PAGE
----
Rangers midfield struggles

Written by; Jordan Campbell (@JordanC1107)

Rangers suffered their second defeat to Derek McInnes’ absolute man marking on Wednesday after Steven Gerrard experienced another failure to break down a team content with defending deep.

Despite going into the game at the top of the league in December for the first time in seven years, Rangers put in a meek performance which belied the celebrations at Tynecastle just three days earlier.

Far be it a lack of will to win, this was a lack of imagination that hampered Rangers. Despite having the unusual situation of a man advantage for just over half an hour, they struggled to carve out opportunities.

The balance of Rangers’ midfield has been a topic of debate recently, and it is clear they require a greater diversity of skill set in that department. The lack of incision against Aberdeen mirrored the earlier performances away to Livingston and St Mirren, at home to Kilmarnock and Spartak Moscow, and at Hampden in the semi-final defeat to Aberdeen.

To highlight the difficulty Rangers had in penetrating Aberdeen, Lassana Couliably made four forward passes in 52 minutes while Ovie Ejaria made seven in 94.

It is no coincidence that Rangers have thrived in the European arena, and when down to ten men. Rangers looks far more comfortable counter attacking superior teams than they do when handed possession against inferior sides in Scotland.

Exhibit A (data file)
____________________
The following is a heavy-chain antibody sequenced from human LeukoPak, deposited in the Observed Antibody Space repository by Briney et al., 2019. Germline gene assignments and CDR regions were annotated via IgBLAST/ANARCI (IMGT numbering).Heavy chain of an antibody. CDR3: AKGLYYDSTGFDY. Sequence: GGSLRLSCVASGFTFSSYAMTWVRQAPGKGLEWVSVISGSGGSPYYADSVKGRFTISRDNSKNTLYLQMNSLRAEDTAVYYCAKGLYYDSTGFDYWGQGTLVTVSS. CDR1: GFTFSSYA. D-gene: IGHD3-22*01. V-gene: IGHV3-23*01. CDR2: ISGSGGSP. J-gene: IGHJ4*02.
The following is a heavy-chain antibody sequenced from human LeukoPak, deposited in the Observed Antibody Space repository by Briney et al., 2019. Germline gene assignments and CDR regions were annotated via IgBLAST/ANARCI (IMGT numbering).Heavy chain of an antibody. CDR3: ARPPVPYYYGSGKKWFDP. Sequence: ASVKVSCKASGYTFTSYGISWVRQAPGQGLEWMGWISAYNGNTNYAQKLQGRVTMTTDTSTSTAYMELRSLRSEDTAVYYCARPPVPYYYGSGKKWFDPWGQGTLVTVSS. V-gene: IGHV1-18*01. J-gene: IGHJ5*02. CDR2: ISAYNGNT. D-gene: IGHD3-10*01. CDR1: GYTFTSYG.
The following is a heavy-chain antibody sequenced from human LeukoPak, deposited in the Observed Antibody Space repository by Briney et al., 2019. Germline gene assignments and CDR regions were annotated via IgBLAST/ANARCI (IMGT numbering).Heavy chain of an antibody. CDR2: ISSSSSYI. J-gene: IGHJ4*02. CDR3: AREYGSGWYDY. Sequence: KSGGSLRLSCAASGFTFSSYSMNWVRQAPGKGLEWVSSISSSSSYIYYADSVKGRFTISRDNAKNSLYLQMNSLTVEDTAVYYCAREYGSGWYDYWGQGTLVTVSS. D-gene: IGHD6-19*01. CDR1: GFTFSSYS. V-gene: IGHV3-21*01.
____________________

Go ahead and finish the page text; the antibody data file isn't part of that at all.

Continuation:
Personnel combinations and tentative pass selection are major factors but there are structural changes that could help resolve these problems.

Balance

Let’s start with the dynamics of the midfield three. Ryan Jack, Coulibaly and Ejaria all started on Wednesday, which is a balance that has a solidity to it but lacks an attacking threat.

Coulibaly is not a holding midfielder, he is someone who is at his best when he can burst into space in transition. When Rangers dominate possession, he adds little when positioned forward one to the right of Jack. He has yet to complete a pass which has led to a shot this season.

Jack is very strong at reading the game and maintaining shape in the middle of the pitch, but while he is comfortable receiving the ball from the defence, he is not a natural orchestrator. Pedro Caixinha, who signed him on a free from Aberdeen, said: